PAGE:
There are both good and bad fats in flaxseed. Good fat helps lower blood pressure, fight to harden the arteries, lower “bad” LDL cholesterol, and prevent strokes. In a study, it was found that people with high cholesterol that consumes three tablespoons of flaxseed powder a day for three months lowered “bad” LDL cholesterol by nearly 20% and total cholesterol by more than 15%.
Flaxseed Fiber Aids Digestion
Flaxseed contains both soluble and insoluble fiber. Soluble fiber helps soften stool so it can pass through the gastrointestinal tract and be excreted more easily. Insoluble fiber stimulates the digestive system to move waste materials through the intestines and promotes intestinal function. These two types of fiber work in a combined way to support digestive health.
Flaxseed May Reduce Cancer Risk
Flaxseed has been shown to prevent the development of tumours, particularly breast, prostate, and colon cancers. The possible reason may be is that because flax is rich in lignans. These plant compounds are believed to have anti-angiogenic properties, which mean that they can prevent tumour formation and the growth of new blood vessels. In a study, it was found that more than 6,000 women who consumed flaxseed regularly had an 18% lower risk of developing breast cancer.
Flaxseed May Reduce Diabetes Risk
The lignans that are present in flaxseed help to improve levels of HA1C which is a measure of the average blood sugar level over three months. The seeds can help lower your risk of diabetes in other ways, too. In a small study, scientists gave people 0 g, 13 g, or 26 g of flaxseed daily for 12 weeks. All participants had prediabetes and included obese men and overweight postmenopausal women. People that consumed 13 g of flaxseed per day had lower blood sugar and insulin levels and better insulin sensitivity at the end of the study period.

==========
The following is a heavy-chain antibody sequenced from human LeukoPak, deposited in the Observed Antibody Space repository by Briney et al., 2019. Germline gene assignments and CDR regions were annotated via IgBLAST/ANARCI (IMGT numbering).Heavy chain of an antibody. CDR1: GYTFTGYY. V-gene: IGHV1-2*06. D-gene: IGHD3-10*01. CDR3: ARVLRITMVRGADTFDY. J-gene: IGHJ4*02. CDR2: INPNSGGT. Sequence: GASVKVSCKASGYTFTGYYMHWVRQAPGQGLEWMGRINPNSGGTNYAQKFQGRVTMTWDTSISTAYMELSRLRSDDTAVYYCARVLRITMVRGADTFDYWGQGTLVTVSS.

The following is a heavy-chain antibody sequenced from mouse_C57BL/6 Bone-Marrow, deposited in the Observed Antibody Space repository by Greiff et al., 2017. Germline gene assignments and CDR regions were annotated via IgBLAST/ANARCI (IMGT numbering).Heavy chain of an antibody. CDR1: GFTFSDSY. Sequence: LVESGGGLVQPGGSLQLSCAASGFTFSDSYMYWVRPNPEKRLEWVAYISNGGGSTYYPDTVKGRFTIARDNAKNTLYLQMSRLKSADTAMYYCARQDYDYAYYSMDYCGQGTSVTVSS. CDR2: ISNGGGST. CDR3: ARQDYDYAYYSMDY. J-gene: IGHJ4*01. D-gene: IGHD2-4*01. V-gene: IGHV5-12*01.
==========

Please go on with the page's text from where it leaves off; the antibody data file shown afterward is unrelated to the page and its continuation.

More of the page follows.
Flaxseed May Give You Smoother Skin
A small study found that giving women flaxseed oil resulted in a significant decrease in skin sensitivity and a reduction in skin roughness and peeling, while at the same time improving hydration and smoothness of the skin.
Flaxseed May Help You Lose Weight
Most of the soluble fiber in flaxseed is known as mucus. This fiber combines with water to form a gelatinous consistency that slows gastric emptying; leads to a greater feeling of fullness and delays the return of hunger.
A meta-analysis of 45 studies concluded that consuming flaxseed (especially 30 grams per day, or about two tablespoons) resulted in a decrease in both body weight and waist circumference.
Flaxseed May Even Relieve Hot Flashes
Research is mixed, but some studies suggest that flaxseed may help with this perimenopausal symptom. One study found that women who ate 20 grams of flaxseed mixed with granola, juice, or yogurt twice a day had half the hot flashes as before.
How to take maximum benefits of flaxseed
The first thing to know is that it is best to eat after it has been ground or preferably ground. This is because whole flax seeds are likely to pass through the intestines undigested. In other words, healthy fats and other nutrients are not absorbed into the bloodstream.
There is more to it: since the oils in flax are sensitive, they can begin to break down in very lighter parts. To get all its benefits, grind the seeds in a coffee grinder just before eating.
Look for whole golden or brown flax seeds at the grocery store (most major markets sell them) or online. If you can find sprouted flax seeds, it is much better. Germination is a process that improves the digestibility of seeds and makes their nutrients more available.
Store all at home in a cool, dark place. If you have extra ground flax seeds, put them in the freezer for better nutrient retention.
It’s easy to sprinkle ground flax seeds over rolled oats, salads, or cooked vegetables. But it can also be baked. Lower oven temperatures don’t seem to reduce ALA much, making a great addition to muffins, cookies, brownies, and sweetbreads like pumpkin or zucchini. You can also add ground to healthy smoothies, energy balls, and pancakes. Or use them as an herbal substitute in many baked goods recipes that call for eggs. You can even easily replace each egg with one tablespoon of flaxseed and three tablespoons of water.
Purchasing and Storing Flaxseed
Because meal, and oil are sensitive to light and can degrade if exposed to light for long periods of time, be sure to use opaque packaging for products that buy and read carefully the best recommendations: before the dates on the labels.
Fortunately, whole can be stored at room temperature for up to a year, but once ground; the should be used as soon as possible. oil can easily go rancid if not used effectively. Try to buy smaller amounts of oil and pre-ground flour, and use what you grind in no time.